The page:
Letters to the editor 8/9

August 09, 2002

Doctors have deserted patients

To the editor:

The decertification of the Washington County Hospital as a level II Trauma Center has had a far-reaching impact. I felt compelled to share my outrage.

In 1971, the Maryland State Police joined in partnership with Doctor R Adams Cowley to provide the helicopter transport component of his dream for all Marylanders who suffered severe traumatic injuries to be within one hour of lifesaving trauma care. Dr. Cowley was famous for his determination to get the injured to the best facility, as fast as possible. It did not matter who you were, he treated you anyway. The matter of pay for services was never an issue.

We at the state police remain dedicated to this dream. Unfortunately, the doctors who walked out on the citizens of Western Maryland have forgotten it. I find it interesting that the trauma doctors who claim to care about saving lives are negotiating for better compensation and while doing so, the trauma center remains closed.


Our professionals are quite similar. We both take oaths of office. We are both expected to care for our fellow citizens regardless of the circumstances. The doctors of the Washington County Trauma Center should review their Hippocratic oath. The people of Western Maryland deserve better.

David B. Mitchell


Maryland State Police

Pikesville, Md.

Cable problems

To the editor:

On the front page of The Morning Herald on Friday, Aug. 2, was a listing of the cable companies, prices and the towns they serve.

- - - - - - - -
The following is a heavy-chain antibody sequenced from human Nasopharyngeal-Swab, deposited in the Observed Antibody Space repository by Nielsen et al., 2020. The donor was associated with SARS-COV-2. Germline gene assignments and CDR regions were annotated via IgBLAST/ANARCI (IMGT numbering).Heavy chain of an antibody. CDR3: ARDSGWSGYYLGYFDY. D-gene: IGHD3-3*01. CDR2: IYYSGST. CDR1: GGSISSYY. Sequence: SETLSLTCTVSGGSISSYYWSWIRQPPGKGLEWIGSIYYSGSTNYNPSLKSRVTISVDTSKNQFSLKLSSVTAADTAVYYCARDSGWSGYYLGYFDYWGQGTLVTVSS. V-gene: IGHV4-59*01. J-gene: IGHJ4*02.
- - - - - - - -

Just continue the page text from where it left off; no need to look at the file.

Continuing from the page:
Mercersburg was not listed under ComCast, whose basic rate is $37.50.

Don't expect prompt service if you have problems in Mercersburg.

You will wait four or five days for repairs.

You are told they have 24 hour service, but, when their day starts, is another story.

Dorothy G. Hull

Mercersburg, Pa.

Eat plants

To the editor:

Scientists have known for decades that mice and rats in laboratories live longer if they eat less. A new study, published earlier this month in the journal Science, says the same may be true for humans - if you're willing to cut your calories by 30 percent or more.

Fortunately, there's an easier way to extend your lifespan - without starving yourself: Go vegetarian.

Researchers have found that vegetarians live about seven years longer than meat-eaters, and vegans (who eat no animal foods, including eggs and dairy products) live 15 years longer. Meat-free diets help ward off heart disease and diabetes, cancer, stroke and much more.

Going veg is also the best method of "girth" control - and you won't be left feeling hungry. Vegetarian diets are typically 25 percent lower in fat than meat-based diets, and vegetarians tend to weigh 10 percent less than their carnivorous counterparts, without having to count calories.

Readers who are ready to "eat for life" are welcome to visit PETA's Web site for a free vegetarian starter kit.

Paula Moore

People for the Ethical Treatment of Animals

Norfolk, Va.

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